Blue Jays shutout as Yankees expose potential playoff flaws

By Shi Davidi, Sportsnet

What a service the New York Yankees have provided for the post-season clubs that may run into the Toronto Blue Jays, should they get there as expected, during the past week.

Sure, not every team can run out two starters the calibre of Michael King and the clear American League Cy Young favourite in Gerrit Cole, who punctuated his brilliant year with a two-hit shutout.

But there’s lots from their outings for, say, the scouting staff and analytics department of the Minnesota Twins to pull from as they gameplan how Sonny Gray and Pablo Lopez might attack the Blue Jays. And while there are no secrets between the Blue Jays and the Tampa Bay Rays, the latter is always on the hunt for any little edge to deploy with the likes of Tyler Glasnow and Zach Eflin.

So, as much as Wednesday night’s 6-0 loss was an immediate setback that again pushed back their clinching of a post-season berth, it was also a portent of things to come, both this weekend when the Rays arrive to close out the regular season and beyond, assuming there’s a beyond.

The Blue Jays (87-71) began the day 1.5 games up on the Houston Astros (86-72) and two games up on the Mariners (85-72), with the AL West rivals clashing in Seattle later Wednesday.

To that end, figuring out a pathway to more damage against elite starters is an obvious Blue Jays priority after combining for five hits and no runs the past two nights, just as it has been for much of the season.

And on this night, it’s not like opportunity wasn’t there, as Cole repeatedly challenged and beat them in the strike zone.

Now, that’s much easier said than done when Cole is throwing five pitches out of the same tunnel moving in different directions at different speeds.

Dude is likely to win the Cy Young for good reason.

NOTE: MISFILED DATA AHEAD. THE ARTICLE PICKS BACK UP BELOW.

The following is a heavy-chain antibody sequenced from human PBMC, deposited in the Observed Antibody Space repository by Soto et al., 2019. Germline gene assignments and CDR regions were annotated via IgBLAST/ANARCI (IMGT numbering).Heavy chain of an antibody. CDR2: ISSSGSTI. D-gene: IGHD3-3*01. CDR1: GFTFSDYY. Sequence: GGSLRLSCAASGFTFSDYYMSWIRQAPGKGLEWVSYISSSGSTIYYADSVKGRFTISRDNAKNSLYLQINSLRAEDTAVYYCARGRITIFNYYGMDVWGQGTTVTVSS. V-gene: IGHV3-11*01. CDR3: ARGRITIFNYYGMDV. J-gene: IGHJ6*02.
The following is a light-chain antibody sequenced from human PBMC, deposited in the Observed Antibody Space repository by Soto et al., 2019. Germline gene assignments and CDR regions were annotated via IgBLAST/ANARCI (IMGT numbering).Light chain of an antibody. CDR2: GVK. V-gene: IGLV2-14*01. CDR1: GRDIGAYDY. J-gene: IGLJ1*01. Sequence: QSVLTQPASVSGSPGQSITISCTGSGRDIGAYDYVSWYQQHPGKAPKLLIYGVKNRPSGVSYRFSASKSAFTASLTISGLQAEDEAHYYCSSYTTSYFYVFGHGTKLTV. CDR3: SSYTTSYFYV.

Still, it’s pitchers like him who’ll be in the Blue Jays’ way should they get to the seventh month.

They’ll also need to figure out how to navigate hitters like Aaron Judge, not that there are many of those. His two-run homer in the fourth was the first hit off a very strong but unfortunate Jose Berrios, while his two-run homer in the seventh helped push the game further out of reach.

While Judge’s first homer broke the ice and put the Blue Jays in a hole, it was his next plate appearance where things really turned before a Rogers Centre crowd of 31,923.

With two out and one on, Berrios was set to attack the defending AL MVP when pitching coach Pete Walker suddenly came out to the mound. Locked into his pitch, Berrios didn’t notice him until he was in fair territory and after they chatted, missed three times before intentionally walking the slugger.

Berrios then walked Gleyber Torres as well to load the bases for the slumping Giancarlo Stanton, who ripped a hanging breaking ball to left. After Ben Rortvedt scored, Whit Merrifield’s throw home looked set to get Judge but Matt Chapman tried to cut it off, had it clank off his glove and deflect away.

Berrios collected the ball and fired to third to get Torres and escape the inning, but by then the damage was done, as maybe two runs was possible against a top-form Cole, but four wasn’t very likely.

That he struck out 10 and was generally overwhelming will be lost for Berrios, who capped off an impressive bounce-back year that has him set to pitch in the second game of a playoff series.

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